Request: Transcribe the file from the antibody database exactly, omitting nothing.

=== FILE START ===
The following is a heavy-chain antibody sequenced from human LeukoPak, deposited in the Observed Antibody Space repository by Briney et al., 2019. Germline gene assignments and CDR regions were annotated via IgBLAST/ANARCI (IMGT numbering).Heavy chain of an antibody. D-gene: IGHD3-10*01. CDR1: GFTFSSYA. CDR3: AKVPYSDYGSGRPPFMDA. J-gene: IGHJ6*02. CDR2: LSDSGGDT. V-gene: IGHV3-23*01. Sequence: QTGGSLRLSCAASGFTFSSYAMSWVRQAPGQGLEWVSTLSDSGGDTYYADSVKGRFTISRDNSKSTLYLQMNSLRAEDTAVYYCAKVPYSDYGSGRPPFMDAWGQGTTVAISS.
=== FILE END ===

The following is a heavy-chain antibody sequenced from human LeukoPak, deposited in the Observed Antibody Space repository by Briney et al., 2019. Germline gene assignments and CDR regions were annotated via IgBLAST/ANARCI (IMGT numbering).Heavy chain of an antibody. D-gene: IGHD3-10*01. CDR1: GFTFSSYA. CDR3: AKVPYSDYGSGRPPFMDA. J-gene: IGHJ6*02. CDR2: LSDSGGDT. V-gene: IGHV3-23*01. Sequence: QTGGSLRLSCAASGFTFSSYAMSWVRQAPGQGLEWVSTLSDSGGDTYYADSVKGRFTISRDNSKSTLYLQMNSLRAEDTAVYYCAKVPYSDYGSGRPPFMDAWGQGTTVAISS.